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being selected as a K9 officer

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  • being selected as a K9 officer

    I have been in law enforcement for 1 1/2 years now and have decided that I want my career to head in the direction of K9 handler. I help my department's two K9 handlers train with their partners every chance I get and have gotten a lot of knowledge from them about reading the dogs' body language and such.

    I'm looking for some suggestions on how I can persuade my Lt and Chief to give me the upcoming K9 position. Any suggestions will be much appreciated.

  • #2
    Originally posted by p_jenkins View Post
    I have been in law enforcement for 1 1/2 years now and have decided that I want my career to head in the direction of K9 handler. I help my department's two K9 handlers train with their partners every chance I get and have gotten a lot of knowledge from them about reading the dogs' body language and such.

    I'm looking for some suggestions on how I can persuade my Lt and Chief to give me the upcoming K9 position. Any suggestions will be much appreciated.
    Do you have all of your ducks in line ? meaning, is your house ready for a K9, is your family ok with you bringing in another member to the "pack" (assuming you have a family)

    It really doesn't matter if you have any formal training as a handler,most agencies will send you to handler school ; but it is useful and looks good on paper to have some sort of training before-hand.

    Can you get any letters of recommendation from fellow officers petitioning that you are the right guy for the job ?

    A lot of agencies look at work ethic so, do you make stops often and basically do your job to the best of your ability ?

    I would say just make sure all of the above is secure and you should be good to go

    good luck and hope you get the position! keep us updated

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    • #3
      Others here may disagree, but in my opinion you simply haven't been on the job long enough yet to get a feel for police work, let alone being in K9. I would suggest continue on with what you've been doing by helping out your K9 unit and learning as much as you can. Offer to lay a track, or hide in a building during their training days. But more important, learn to be a good street cop first. Almost all the guys I work with got into K9 after working the road for 10-15 years first.

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      • #4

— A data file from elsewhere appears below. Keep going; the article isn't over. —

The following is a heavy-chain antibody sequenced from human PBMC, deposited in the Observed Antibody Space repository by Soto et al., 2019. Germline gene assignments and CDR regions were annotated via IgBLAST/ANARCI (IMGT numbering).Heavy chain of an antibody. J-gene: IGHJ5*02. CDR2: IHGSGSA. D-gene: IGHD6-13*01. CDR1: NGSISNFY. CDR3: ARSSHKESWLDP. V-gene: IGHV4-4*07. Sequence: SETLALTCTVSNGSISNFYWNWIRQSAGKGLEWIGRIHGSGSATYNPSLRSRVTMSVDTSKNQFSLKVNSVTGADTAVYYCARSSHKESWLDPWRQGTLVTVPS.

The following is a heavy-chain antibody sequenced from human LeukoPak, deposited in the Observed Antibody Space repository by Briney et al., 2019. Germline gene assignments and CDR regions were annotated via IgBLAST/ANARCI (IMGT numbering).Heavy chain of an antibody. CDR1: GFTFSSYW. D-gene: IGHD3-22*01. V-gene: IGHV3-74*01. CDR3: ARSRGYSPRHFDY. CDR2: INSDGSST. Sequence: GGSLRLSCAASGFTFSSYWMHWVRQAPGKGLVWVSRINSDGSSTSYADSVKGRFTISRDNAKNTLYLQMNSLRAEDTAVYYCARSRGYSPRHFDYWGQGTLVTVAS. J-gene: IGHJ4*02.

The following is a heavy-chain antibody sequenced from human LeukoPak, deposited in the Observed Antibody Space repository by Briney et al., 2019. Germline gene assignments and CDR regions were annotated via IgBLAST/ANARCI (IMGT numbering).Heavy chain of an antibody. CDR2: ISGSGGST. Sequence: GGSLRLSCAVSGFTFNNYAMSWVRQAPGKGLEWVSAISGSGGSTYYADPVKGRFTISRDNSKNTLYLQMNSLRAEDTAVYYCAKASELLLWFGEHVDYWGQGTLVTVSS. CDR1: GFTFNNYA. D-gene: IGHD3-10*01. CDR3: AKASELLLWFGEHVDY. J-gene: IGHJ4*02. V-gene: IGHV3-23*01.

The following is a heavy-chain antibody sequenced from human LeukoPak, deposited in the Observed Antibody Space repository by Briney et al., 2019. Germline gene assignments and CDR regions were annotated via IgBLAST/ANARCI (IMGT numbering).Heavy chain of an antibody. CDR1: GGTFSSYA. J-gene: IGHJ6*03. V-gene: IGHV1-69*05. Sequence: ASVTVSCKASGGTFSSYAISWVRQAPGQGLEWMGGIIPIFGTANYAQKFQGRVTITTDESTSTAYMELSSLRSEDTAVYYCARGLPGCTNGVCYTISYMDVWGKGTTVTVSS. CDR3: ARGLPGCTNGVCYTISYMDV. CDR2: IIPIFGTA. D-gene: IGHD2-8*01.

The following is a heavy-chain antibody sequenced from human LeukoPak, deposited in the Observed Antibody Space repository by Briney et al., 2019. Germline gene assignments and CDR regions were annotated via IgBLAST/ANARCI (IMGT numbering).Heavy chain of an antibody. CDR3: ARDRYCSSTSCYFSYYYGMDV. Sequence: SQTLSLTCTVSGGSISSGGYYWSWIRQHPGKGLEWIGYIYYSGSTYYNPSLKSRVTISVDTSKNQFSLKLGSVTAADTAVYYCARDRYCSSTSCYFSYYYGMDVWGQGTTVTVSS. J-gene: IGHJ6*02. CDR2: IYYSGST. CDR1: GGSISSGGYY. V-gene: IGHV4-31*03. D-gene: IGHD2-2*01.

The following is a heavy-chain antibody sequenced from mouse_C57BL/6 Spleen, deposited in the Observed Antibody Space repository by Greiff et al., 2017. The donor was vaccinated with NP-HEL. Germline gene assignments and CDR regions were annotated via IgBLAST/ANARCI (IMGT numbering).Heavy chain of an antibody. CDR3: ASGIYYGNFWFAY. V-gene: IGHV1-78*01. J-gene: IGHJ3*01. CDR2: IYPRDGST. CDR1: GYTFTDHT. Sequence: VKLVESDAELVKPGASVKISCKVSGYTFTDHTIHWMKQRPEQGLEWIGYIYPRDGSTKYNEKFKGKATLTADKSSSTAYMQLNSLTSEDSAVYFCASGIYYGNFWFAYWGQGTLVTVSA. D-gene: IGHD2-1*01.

Take what I say with a grain of salt, Im new to the forum. K9 Sam & K9 Max make good points. My dept. is just now getting another dog after years of relying on another dept. I was hand selected by the chief for the position, I have only 4 years on the job. Its all about work ethics and having a good head on your shoulders. Im very proactive, lots of stops and lots of collars. I like to shake things up a bit. Dont use a lot of sick time. Most important, in my opinion is to want K9 for the right reasons. You will get there. Good luck.

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        • #5
          Originally posted by k9 max View Post
          Others here may disagree, but in my opinion you simply haven't been on the job long enough yet to get a feel for police work, let alone being in K9. I would suggest continue on with what you've been doing by helping out your K9 unit and learning as much as you can. Offer to lay a track, or hide in a building during their training days. But more important, learn to be a good street cop first. Almost all the guys I work with got into K9 after working the road for 10-15 years first.
          I looked over your threat and was tempted to post, I'm glad K9max did, I'm afraid to say that he's right. Under a minimum of 5 years service (longer would be better) would give you the street experience to undertake these duties..... I hope you eventually get a slot, it's the best LE job out there..........
          "That's funny, he's never done that before!"

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          • #6
            The worst day in dog section beats the best day doing anything else! I wish you luck, it's a great job. But I would agree that you should do your best to be an all round officer and get some more experience. Keep up the work with K9 and learn as much as you can.

            When you are handling a dog, it's good to have all the other things you have to process and think about as an officer settled first. That way you can concentrate on your dog, and have him "show you the way" so to speak. Best of luck. You will love it!

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            • #7
              Hey man it took me 6 years to get on our k-9 unit. You must be a patrol officer for 3 years before they will even look at you in my PD. If you really want k-9 keep training with your guys like you do and just get some time under your belt. It will be there when the time is right.

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